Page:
Table_5_The Puzzle of Metabolite Exchange and Identification of Putative Octotrico Peptide Repeat Expression Regulators in the Nascent Photosynthetic .XLSX (26.75 kB)

Table_5_The Puzzle of Metabolite Exchange and Identification of Putative Octotrico Peptide Repeat Expression Regulators in the Nascent Photosynthetic Organelles of Paulinella chromatophora.XLSX

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posted on 27.11.2020, 05:37 by Linda Oberleitner, Gereon Poschmann, Luis Macorano, Stephan Schott-Verdugo, Holger Gohlke, Kai Stühler, Eva C. M. Nowack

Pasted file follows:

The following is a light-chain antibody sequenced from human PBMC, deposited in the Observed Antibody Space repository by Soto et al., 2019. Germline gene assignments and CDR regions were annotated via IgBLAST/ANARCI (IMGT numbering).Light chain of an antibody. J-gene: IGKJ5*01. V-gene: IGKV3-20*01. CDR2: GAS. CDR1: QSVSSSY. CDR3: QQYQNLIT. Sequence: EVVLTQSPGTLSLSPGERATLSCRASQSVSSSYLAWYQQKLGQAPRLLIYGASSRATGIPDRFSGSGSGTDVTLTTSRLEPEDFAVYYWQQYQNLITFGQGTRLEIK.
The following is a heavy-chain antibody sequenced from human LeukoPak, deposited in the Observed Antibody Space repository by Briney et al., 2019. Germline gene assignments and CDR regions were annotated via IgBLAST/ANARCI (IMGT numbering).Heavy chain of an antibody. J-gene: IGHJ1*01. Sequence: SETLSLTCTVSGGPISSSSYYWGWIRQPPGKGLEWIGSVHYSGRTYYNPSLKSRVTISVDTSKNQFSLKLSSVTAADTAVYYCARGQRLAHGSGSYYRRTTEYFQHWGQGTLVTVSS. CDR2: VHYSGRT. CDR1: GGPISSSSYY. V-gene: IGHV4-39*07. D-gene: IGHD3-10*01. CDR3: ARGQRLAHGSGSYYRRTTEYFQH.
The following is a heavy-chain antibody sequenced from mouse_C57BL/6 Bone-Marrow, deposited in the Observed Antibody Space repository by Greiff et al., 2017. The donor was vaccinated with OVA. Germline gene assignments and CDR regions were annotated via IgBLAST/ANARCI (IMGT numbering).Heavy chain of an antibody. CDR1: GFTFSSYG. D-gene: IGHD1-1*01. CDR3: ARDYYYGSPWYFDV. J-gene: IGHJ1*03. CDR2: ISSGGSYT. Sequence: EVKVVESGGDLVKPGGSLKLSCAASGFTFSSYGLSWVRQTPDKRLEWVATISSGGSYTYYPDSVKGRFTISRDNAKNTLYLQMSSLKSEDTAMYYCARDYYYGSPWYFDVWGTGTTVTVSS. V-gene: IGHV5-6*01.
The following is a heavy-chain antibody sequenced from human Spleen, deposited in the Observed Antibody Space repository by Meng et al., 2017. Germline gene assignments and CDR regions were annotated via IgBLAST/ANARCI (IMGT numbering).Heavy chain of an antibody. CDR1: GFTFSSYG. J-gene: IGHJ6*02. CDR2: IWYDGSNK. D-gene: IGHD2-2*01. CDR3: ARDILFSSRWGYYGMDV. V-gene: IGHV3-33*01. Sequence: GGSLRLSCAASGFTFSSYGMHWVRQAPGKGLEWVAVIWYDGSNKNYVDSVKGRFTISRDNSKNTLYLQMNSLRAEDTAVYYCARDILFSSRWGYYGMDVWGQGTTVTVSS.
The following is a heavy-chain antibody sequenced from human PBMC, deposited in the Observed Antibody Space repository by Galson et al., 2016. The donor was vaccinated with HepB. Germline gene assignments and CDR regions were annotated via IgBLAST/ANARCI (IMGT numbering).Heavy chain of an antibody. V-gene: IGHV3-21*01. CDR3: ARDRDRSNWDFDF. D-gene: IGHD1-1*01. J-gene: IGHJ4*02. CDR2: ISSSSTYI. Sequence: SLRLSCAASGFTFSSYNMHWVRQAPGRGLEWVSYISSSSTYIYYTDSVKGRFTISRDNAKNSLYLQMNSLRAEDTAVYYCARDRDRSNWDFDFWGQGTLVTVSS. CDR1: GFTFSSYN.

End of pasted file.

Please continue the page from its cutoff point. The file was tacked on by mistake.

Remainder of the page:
The endosymbiotic acquisition of mitochondria and plastids more than one billion years ago was central for the evolution of eukaryotic life. However, owing to their ancient origin, these organelles provide only limited insights into the initial stages of organellogenesis. The cercozoan amoeba Paulinella chromatophora contains photosynthetic organelles—termed chromatophores—that evolved from a cyanobacterium ∼100 million years ago, independently from plastids in plants and algae. Despite the more recent origin of the chromatophore, it shows tight integration into the host cell. It imports hundreds of nucleus-encoded proteins, and diverse metabolites are continuously exchanged across the two chromatophore envelope membranes. However, the limited set of chromatophore-encoded solute transporters appears insufficient for supporting metabolic connectivity or protein import. Furthermore, chromatophore-localized biosynthetic pathways as well as multiprotein complexes include proteins of dual genetic origin, suggesting that mechanisms evolved that coordinate gene expression levels between chromatophore and nucleus. These findings imply that similar to the situation in mitochondria and plastids, also in P. chromatophora nuclear factors evolved that control metabolite exchange and gene expression in the chromatophore. Here we show by mass spectrometric analyses of enriched insoluble protein fractions that, unexpectedly, nucleus-encoded transporters are not inserted into the chromatophore inner envelope membrane. Thus, despite the apparent maintenance of its barrier function, canonical metabolite transporters are missing in this membrane. Instead we identified several expanded groups of short chromatophore-targeted orphan proteins. Members of one of these groups are characterized by a single transmembrane helix, and others contain amphipathic helices. We hypothesize that these proteins are involved in modulating membrane permeability. Thus, the mechanism generating metabolic connectivity of the chromatophore fundamentally differs from the one for mitochondria and plastids, but likely rather resembles the poorly understood mechanism in various bacterial endosymbionts in plants and insects. Furthermore, our mass spectrometric analysis revealed an expanded family of chromatophore-targeted helical repeat proteins. These proteins show similar domain architectures as known organelle-targeted expression regulators of the octotrico peptide repeat type in algae and plants. Apparently these chromatophore-targeted proteins evolved convergently to plastid-targeted expression regulators and are likely involved in gene expression control in the chromatophore.